The new lottery in stroke care

Posted: 20 September 2010 by Steffen Bayer

In the recent past there was a postcode lottery in stroke care. People who have had a stroke need to receive thrombolysis drugs within a vital ‘three hour window’ for effective treatment. But their chances of such treatment depended on whether the nearest hospital was one of the few to offer it. They often paid the price in disability – and the NHS picked up the costs for long-term rehabilitation and care.

Thankfully that situation is improving. There has been a big push to build stroke care capacity and make thrombolysis more widely available. Unfortunately, however, there is now a new lottery – based on the time at which a person has a stroke. If it is in the evening or at night, then your chances of getting good treatment plummet. The lack of universally available 24-hour capacity means that, in many cases, it is not possible to get the patient to hospital, scan them, interpret the results and administer the necessary drugs within three hours.That’s tough luck for a lot of people.

It doesn’t have to be like this. Stroke services in some locations such as London and Manchester have been restructured and centralized so they have round-the-clock capacity to deliver thrombolysis drugs within the three hour period. The challenge, now, is to roll this capacity out nationally. That’s not going to be easy, particularly in rural areas where travel distances are long.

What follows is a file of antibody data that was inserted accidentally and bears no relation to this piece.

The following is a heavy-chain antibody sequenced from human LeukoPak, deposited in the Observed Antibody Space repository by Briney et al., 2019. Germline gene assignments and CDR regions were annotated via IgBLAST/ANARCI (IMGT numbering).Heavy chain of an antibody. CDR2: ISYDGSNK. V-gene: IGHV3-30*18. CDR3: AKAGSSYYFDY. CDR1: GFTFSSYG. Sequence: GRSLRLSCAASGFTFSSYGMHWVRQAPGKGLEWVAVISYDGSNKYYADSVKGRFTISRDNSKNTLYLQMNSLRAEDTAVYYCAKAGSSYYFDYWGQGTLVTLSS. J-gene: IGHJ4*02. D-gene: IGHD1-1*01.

The problem is not getting the drugs to the patient – but ensuring the correct diagnosis via a scan. Some 80 per cent of strokes are infarctions which require thrombolysis to clear the blockage, producing excellent outcomes. But 20 per cent of strokes are caused by a haemorrhage, which thrombolysis only worsens. That’s why scanning and correct diagnosis is vital.

What’s the answer? In one country, I have heard they give thrombolysis in all stroke cases and accept, as a regrettable downside, that there will be some fatalities among those who have had a haemorrhage. That’s unlikely to be acceptable to the NHS. A more desirable solution would be something similar to the supply of defibrillators - diagnostic equipment in every ambulance, or at least available locally. The development of low cost and mobile scanning equipment allowing medics to distinguish between infarctions and haemorrhages would be a major step forward.

A few years ago, less than 1 per cent of stroke victims received thrombolysis in time. I reckon we could get that figure to 10 per cent. It might not sound ambitious, but it could transform thousands of lives every year and save the NHS millions in long-term care costs.